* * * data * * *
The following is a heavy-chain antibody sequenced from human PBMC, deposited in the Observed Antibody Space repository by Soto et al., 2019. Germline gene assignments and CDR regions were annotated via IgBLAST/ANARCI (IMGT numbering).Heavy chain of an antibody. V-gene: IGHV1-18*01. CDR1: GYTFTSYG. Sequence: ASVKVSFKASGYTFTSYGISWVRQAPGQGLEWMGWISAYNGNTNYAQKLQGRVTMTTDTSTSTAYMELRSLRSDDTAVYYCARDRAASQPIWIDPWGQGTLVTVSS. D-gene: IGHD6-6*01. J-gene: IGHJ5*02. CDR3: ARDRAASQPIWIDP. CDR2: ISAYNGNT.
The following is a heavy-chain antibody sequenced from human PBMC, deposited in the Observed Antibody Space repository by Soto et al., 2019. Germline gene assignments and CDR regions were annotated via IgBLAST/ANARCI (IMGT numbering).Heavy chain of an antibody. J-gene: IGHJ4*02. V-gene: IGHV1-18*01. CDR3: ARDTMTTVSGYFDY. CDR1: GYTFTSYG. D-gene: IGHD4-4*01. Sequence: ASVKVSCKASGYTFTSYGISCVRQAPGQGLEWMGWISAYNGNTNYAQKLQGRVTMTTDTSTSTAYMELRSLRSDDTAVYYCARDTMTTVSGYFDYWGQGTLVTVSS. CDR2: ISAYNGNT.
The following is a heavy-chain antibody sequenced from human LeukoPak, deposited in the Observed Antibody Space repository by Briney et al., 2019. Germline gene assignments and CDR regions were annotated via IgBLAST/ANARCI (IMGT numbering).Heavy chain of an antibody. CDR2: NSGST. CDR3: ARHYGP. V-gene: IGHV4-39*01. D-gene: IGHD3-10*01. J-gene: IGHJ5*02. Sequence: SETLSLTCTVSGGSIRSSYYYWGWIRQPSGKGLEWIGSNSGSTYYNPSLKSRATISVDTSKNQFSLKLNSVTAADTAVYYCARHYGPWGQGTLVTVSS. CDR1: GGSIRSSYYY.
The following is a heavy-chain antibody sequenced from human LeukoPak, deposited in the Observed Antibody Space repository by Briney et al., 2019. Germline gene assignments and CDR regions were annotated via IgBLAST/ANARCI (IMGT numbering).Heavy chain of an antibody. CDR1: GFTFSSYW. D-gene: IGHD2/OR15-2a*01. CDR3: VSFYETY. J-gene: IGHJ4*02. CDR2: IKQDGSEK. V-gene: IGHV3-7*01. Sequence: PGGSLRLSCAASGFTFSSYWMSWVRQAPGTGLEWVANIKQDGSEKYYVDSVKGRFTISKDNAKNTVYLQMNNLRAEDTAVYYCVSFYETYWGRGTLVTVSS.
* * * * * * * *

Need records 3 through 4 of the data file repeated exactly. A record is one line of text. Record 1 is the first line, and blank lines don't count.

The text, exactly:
The following is a heavy-chain antibody sequenced from human LeukoPak, deposited in the Observed Antibody Space repository by Briney et al., 2019. Germline gene assignments and CDR regions were annotated via IgBLAST/ANARCI (IMGT numbering).Heavy chain of an antibody. CDR2: NSGST. CDR3: ARHYGP. V-gene: IGHV4-39*01. D-gene: IGHD3-10*01. J-gene: IGHJ5*02. Sequence: SETLSLTCTVSGGSIRSSYYYWGWIRQPSGKGLEWIGSNSGSTYYNPSLKSRATISVDTSKNQFSLKLNSVTAADTAVYYCARHYGPWGQGTLVTVSS. CDR1: GGSIRSSYYY.
The following is a heavy-chain antibody sequenced from human LeukoPak, deposited in the Observed Antibody Space repository by Briney et al., 2019. Germline gene assignments and CDR regions were annotated via IgBLAST/ANARCI (IMGT numbering).Heavy chain of an antibody. CDR1: GFTFSSYW. D-gene: IGHD2/OR15-2a*01. CDR3: VSFYETY. J-gene: IGHJ4*02. CDR2: IKQDGSEK. V-gene: IGHV3-7*01. Sequence: PGGSLRLSCAASGFTFSSYWMSWVRQAPGTGLEWVANIKQDGSEKYYVDSVKGRFTISKDNAKNTVYLQMNNLRAEDTAVYYCVSFYETYWGRGTLVTVSS.